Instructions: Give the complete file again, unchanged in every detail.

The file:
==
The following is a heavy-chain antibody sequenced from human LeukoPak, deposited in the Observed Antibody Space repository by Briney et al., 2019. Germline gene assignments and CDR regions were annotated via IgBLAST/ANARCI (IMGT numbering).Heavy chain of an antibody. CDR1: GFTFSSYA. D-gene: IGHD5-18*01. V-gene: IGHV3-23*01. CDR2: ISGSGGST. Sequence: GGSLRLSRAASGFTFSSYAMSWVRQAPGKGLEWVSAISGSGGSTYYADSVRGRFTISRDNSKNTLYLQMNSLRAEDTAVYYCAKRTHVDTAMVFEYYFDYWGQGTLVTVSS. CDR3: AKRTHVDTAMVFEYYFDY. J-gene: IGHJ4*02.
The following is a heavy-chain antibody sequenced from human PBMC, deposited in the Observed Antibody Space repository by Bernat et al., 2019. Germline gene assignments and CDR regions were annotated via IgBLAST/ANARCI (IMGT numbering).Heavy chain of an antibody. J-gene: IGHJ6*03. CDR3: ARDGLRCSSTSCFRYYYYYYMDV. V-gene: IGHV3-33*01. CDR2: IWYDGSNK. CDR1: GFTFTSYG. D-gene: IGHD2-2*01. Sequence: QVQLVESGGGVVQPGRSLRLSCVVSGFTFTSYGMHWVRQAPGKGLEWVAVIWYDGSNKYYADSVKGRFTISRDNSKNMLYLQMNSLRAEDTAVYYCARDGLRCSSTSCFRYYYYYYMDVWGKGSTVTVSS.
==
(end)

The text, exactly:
The following is a heavy-chain antibody sequenced from human LeukoPak, deposited in the Observed Antibody Space repository by Briney et al., 2019. Germline gene assignments and CDR regions were annotated via IgBLAST/ANARCI (IMGT numbering).Heavy chain of an antibody. CDR1: GFTFSSYA. D-gene: IGHD5-18*01. V-gene: IGHV3-23*01. CDR2: ISGSGGST. Sequence: GGSLRLSRAASGFTFSSYAMSWVRQAPGKGLEWVSAISGSGGSTYYADSVRGRFTISRDNSKNTLYLQMNSLRAEDTAVYYCAKRTHVDTAMVFEYYFDYWGQGTLVTVSS. CDR3: AKRTHVDTAMVFEYYFDY. J-gene: IGHJ4*02.
The following is a heavy-chain antibody sequenced from human PBMC, deposited in the Observed Antibody Space repository by Bernat et al., 2019. Germline gene assignments and CDR regions were annotated via IgBLAST/ANARCI (IMGT numbering).Heavy chain of an antibody. J-gene: IGHJ6*03. CDR3: ARDGLRCSSTSCFRYYYYYYMDV. V-gene: IGHV3-33*01. CDR2: IWYDGSNK. CDR1: GFTFTSYG. D-gene: IGHD2-2*01. Sequence: QVQLVESGGGVVQPGRSLRLSCVVSGFTFTSYGMHWVRQAPGKGLEWVAVIWYDGSNKYYADSVKGRFTISRDNSKNMLYLQMNSLRAEDTAVYYCARDGLRCSSTSCFRYYYYYYMDVWGKGSTVTVSS.